Missouri Legislature Tells Teachers: “We Can Be Friends Now”

You remember that song, “Why Can’t We Be Friends?” Missouri school teachers have been asking the state legislature the same question after it passed a law requiring schools to prevent teachers and students from being friends on any social network that is not dedicated for educational purposes.

But last Friday, the Missouri legislature saw the error of their ways, voted to repeal the law, and decided to let teachers be Facebook friends with their students. Read more

Giants Standing on NetChoice’s Shoulders to See the Impact of EU Regulations

The notion of standing on the shoulders of giants is often referenced.

At a Congressional hearing this past Thursday, academic giants stood on NetChoice’s shoulders to bolster their arguments against the US’s adoption of EU regulations by citing NetChoice’s analysis.

The Congressional Subcommittee convened this hearing to discuss how the EU privacy laws impact the US and whether the US should mirror the EU. Read more

iAWFUL: the 10 Most Awful Laws for the Internet

Today we published our September 2011 “iAWFUL” list of bad Internet laws.  The worst offenders are new burdens on small businesses using the Internet, plus a Puerto Rico bill restricting how 17-year-olds can use social networking.

Our Internet Advocates’ Watchlist For Ugly Laws (yep, iAWFUL is an acronym) is the 10 items of state and federal legislation that pose the greatest threat to the Internet and e-commerce. Read more

Indiana Law Might Result in Very Low NASCAR Viewership

NASCAR and other professional sports are littered with advertisements for beer and cars.  But a proposed Indiana law aims to prevent children from seeing these advertisements if contained in an email.  Which is it Indiana?  Do you not want children to see ads for beer and cars, or do you want to host the Sprint Cup Series?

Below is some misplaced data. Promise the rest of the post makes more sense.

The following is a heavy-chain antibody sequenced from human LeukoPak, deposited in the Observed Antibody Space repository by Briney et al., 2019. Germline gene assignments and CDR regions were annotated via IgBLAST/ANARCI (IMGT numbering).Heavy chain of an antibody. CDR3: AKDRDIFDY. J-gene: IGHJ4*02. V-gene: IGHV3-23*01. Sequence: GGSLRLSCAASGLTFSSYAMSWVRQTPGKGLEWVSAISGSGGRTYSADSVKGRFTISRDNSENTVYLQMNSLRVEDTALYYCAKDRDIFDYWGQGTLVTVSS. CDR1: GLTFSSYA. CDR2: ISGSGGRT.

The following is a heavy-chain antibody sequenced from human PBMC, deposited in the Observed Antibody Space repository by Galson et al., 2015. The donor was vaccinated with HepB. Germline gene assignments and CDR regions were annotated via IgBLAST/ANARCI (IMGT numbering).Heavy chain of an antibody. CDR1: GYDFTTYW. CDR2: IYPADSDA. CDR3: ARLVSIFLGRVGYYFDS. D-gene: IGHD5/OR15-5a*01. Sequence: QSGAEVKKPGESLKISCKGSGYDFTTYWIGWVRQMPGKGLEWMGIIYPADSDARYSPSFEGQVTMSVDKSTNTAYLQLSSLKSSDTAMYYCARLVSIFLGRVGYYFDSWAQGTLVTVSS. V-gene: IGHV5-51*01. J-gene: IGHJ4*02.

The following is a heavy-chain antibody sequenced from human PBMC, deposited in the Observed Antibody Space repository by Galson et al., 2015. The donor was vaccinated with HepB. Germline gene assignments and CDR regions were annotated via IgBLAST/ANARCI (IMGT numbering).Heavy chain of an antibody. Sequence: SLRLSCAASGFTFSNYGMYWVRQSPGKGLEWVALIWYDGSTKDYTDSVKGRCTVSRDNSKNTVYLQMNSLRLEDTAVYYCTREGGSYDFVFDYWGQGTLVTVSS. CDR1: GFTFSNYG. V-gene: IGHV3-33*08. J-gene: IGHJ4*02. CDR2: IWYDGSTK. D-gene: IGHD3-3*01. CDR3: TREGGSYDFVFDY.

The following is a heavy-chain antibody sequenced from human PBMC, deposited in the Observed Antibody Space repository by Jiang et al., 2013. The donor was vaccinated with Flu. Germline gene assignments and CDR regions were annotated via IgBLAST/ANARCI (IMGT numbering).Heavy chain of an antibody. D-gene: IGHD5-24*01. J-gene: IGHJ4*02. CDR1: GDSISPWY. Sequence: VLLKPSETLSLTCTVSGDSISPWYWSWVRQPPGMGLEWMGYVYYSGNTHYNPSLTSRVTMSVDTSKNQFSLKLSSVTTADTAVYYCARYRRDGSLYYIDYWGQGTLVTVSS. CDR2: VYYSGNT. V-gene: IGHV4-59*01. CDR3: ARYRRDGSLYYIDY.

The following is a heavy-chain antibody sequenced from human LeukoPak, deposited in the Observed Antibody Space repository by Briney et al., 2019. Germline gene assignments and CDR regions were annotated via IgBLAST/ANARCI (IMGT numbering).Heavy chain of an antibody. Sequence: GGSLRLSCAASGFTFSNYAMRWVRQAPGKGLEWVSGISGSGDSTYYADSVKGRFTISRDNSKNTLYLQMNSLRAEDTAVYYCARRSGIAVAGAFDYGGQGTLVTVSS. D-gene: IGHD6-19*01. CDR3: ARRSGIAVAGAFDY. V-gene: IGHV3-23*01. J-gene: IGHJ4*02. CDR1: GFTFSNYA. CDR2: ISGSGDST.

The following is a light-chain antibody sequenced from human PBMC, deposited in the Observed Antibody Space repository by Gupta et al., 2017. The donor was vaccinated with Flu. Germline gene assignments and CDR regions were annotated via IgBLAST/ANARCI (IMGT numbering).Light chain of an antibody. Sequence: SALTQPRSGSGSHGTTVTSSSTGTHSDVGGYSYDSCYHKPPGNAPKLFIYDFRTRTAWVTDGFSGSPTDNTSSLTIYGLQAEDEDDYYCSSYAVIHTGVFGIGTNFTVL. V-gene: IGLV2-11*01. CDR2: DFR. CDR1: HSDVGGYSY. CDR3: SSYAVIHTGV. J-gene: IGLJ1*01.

Read more

For Privacy, “Where’s the Beef?’ becomes “Where’s the Harm?’

Remember that Wendy’s commercial asking, “Where’s the beef?” When it comes to proposals for new online privacy laws, we’ve been asking,”Where’s the harm?”

Today we put that question to FTC Chairman Leibowitz after he spoke to the Brookings Institute. Read more

New Rolling Stones Lyrics: Getting What You Want AND What You Need

The Rolling Stones said it best, “You can’t always get what you want, but sometimes you get what you need.”  But according to a new study, Internet users are getting what they need and what they want.

Read more

The Facts Speak for Themselves on Privacy for Social Networking Sites

Res ipsa loquitor means “the facts speak for themselves.”  However, for quite some time, it’s been difficult to obtain straight facts on privacy issues since they came from loaded questions.  But a new Pew Research Institute study shows that social networking sites provide significant public good, and that if consumers are concerned about using such sites, as privacy groups like Common Sense Media suggest, consumers’ actions do not reflect such concerns.

Read more

Gratitude for Golden State Senators

Kudos to the 23Thank-You-sign state Senators who stopped California’s misguided attempt to “save the Internet”.

Their votes to scuttle S. 242 is a welcome reversal of self-destructive behavior from a state that’s become its own worst enemy, in spite of having the world’s only real golden goose — the innovative and empowering companies of Silicon Valley. Read more

A Gift for the Man Who Has Everything

Today, a distinguished US Senator who was once concerned that the Internet had become the “number one national hazard” held a hearing on online privacy.   During the hearing, Senator John Rockefeller (WV) added these informed judgments on ad-supported Internet innovation and business models:

Read more

The Google-Buzz settlement: a buzzkill for online services

The comment period just ended for the FTC’s proposed consent decree with Google over privacy violations when Google launched their Buzz social network last year.   There were about 30 comments posted, but the most important comment we’ve seen is by reporter Grant Gross in his IDG News piece, “Google Buzz Settlement a ‘killer’ for E-commerce”.

Read more